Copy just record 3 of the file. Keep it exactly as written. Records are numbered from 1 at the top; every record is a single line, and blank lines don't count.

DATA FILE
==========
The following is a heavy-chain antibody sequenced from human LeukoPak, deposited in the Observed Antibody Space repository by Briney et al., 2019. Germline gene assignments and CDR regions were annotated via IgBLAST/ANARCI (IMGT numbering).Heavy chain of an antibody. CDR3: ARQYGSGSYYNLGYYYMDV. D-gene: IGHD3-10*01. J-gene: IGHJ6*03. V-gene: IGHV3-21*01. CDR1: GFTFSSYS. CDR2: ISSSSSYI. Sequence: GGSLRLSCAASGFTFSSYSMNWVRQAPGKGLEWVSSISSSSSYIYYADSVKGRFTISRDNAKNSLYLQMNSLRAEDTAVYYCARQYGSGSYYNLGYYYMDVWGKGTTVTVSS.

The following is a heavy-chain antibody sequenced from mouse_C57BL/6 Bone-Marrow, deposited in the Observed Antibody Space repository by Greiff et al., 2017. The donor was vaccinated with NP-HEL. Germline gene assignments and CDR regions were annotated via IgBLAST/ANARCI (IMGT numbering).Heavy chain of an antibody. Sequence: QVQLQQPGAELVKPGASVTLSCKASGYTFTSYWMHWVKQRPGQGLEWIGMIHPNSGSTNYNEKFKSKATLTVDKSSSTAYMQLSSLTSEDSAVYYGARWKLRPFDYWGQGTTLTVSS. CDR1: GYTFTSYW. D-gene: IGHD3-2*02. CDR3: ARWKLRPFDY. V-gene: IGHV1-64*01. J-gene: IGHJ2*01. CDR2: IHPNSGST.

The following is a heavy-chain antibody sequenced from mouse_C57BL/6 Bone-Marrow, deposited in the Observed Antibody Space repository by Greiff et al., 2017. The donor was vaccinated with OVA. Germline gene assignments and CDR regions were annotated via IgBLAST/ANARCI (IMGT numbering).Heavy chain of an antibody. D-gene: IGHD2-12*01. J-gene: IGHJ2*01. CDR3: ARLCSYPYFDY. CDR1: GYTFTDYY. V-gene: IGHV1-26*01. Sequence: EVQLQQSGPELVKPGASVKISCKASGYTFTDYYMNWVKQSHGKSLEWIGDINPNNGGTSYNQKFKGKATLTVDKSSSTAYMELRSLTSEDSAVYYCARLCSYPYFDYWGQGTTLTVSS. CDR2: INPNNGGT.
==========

The following is a heavy-chain antibody sequenced from mouse_C57BL/6 Bone-Marrow, deposited in the Observed Antibody Space repository by Greiff et al., 2017. The donor was vaccinated with OVA. Germline gene assignments and CDR regions were annotated via IgBLAST/ANARCI (IMGT numbering).Heavy chain of an antibody. D-gene: IGHD2-12*01. J-gene: IGHJ2*01. CDR3: ARLCSYPYFDY. CDR1: GYTFTDYY. V-gene: IGHV1-26*01. Sequence: EVQLQQSGPELVKPGASVKISCKASGYTFTDYYMNWVKQSHGKSLEWIGDINPNNGGTSYNQKFKGKATLTVDKSSSTAYMELRSLTSEDSAVYYCARLCSYPYFDYWGQGTTLTVSS. CDR2: INPNNGGT.